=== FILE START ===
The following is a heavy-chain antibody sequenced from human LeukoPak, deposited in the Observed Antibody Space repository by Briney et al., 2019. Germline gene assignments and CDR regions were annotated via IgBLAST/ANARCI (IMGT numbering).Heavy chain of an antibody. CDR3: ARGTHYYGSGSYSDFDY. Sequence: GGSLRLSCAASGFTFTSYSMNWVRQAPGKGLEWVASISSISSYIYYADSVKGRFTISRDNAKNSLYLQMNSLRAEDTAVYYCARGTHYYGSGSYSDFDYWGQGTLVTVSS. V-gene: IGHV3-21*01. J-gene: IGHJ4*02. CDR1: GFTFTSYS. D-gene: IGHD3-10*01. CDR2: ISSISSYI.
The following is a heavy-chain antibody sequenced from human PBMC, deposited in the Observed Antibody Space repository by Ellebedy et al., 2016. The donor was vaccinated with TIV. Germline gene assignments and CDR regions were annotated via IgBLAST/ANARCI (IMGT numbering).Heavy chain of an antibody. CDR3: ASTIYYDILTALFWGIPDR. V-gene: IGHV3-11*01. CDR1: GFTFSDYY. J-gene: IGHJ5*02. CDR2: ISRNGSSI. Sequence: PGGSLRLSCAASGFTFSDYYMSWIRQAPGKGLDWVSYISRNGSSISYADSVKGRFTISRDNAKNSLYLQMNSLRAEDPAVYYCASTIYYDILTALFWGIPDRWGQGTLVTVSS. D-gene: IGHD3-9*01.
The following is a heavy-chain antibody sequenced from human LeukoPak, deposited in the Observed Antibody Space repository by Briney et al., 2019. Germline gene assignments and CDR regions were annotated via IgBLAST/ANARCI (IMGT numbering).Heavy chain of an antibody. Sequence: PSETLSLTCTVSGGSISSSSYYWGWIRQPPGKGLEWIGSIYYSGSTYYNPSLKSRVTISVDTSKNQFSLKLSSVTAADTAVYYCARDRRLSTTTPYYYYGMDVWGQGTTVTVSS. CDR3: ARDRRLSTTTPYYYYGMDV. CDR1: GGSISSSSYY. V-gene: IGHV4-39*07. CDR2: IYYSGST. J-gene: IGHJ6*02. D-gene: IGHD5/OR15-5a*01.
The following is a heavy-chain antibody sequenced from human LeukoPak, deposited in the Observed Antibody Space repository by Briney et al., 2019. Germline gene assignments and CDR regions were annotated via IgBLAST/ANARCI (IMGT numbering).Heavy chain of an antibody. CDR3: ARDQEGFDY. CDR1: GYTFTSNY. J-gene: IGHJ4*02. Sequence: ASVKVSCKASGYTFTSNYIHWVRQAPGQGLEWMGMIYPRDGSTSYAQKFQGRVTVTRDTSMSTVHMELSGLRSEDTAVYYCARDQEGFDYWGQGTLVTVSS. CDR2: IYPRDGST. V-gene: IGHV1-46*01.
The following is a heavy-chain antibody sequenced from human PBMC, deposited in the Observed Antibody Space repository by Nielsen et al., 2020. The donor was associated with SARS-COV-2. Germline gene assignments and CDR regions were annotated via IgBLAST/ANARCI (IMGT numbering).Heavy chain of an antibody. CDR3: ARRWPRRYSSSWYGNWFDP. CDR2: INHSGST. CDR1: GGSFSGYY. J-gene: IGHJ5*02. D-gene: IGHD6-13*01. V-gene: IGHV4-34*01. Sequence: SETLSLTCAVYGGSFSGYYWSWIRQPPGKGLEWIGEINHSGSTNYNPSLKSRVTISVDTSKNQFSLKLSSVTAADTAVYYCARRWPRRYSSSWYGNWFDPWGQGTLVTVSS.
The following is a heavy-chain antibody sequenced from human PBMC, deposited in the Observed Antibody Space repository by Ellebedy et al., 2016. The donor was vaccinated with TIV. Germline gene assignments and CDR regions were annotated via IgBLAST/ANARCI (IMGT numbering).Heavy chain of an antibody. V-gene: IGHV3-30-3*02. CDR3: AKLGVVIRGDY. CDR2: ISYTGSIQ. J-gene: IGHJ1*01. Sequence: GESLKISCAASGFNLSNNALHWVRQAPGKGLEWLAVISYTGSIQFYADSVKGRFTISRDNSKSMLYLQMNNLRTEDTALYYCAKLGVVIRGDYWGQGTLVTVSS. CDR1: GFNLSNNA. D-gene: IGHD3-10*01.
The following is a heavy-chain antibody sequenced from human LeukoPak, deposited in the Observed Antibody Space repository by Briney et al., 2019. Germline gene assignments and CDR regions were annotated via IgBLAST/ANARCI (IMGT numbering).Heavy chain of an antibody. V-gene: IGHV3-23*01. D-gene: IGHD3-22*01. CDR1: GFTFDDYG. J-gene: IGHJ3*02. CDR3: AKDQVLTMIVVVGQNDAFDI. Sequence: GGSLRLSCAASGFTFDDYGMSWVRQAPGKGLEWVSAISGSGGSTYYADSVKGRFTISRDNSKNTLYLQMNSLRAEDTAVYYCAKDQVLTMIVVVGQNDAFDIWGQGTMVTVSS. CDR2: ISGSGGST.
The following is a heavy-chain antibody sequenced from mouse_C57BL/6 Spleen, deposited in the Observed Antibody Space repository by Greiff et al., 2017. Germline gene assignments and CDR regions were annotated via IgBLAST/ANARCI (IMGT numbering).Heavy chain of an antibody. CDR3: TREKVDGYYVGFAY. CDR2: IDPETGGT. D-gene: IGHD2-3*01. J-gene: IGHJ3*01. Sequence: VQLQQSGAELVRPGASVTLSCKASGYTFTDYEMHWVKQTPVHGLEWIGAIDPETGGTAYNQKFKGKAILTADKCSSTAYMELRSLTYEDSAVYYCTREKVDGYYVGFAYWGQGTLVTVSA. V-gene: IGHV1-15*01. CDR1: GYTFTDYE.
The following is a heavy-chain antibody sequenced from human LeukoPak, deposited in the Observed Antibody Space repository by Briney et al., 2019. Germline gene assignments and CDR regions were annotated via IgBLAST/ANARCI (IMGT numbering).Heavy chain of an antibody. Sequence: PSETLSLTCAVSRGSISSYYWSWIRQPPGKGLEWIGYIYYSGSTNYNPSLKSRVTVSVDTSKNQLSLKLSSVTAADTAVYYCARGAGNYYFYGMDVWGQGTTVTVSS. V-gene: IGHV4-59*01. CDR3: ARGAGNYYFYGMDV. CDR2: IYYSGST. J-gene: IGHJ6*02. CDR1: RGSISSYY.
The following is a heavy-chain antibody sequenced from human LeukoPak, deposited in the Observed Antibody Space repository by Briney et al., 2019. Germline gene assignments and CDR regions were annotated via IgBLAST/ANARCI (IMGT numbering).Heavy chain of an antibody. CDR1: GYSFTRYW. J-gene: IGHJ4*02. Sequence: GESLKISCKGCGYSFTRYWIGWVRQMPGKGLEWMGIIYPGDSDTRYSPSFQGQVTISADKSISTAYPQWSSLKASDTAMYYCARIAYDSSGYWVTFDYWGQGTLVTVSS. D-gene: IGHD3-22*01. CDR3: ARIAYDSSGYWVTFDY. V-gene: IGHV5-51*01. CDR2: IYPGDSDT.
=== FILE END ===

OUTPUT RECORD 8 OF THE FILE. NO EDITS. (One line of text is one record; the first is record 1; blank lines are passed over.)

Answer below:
The following is a heavy-chain antibody sequenced from mouse_C57BL/6 Spleen, deposited in the Observed Antibody Space repository by Greiff et al., 2017. Germline gene assignments and CDR regions were annotated via IgBLAST/ANARCI (IMGT numbering).Heavy chain of an antibody. CDR3: TREKVDGYYVGFAY. CDR2: IDPETGGT. D-gene: IGHD2-3*01. J-gene: IGHJ3*01. Sequence: VQLQQSGAELVRPGASVTLSCKASGYTFTDYEMHWVKQTPVHGLEWIGAIDPETGGTAYNQKFKGKAILTADKCSSTAYMELRSLTYEDSAVYYCTREKVDGYYVGFAYWGQGTLVTVSA. V-gene: IGHV1-15*01. CDR1: GYTFTDYE.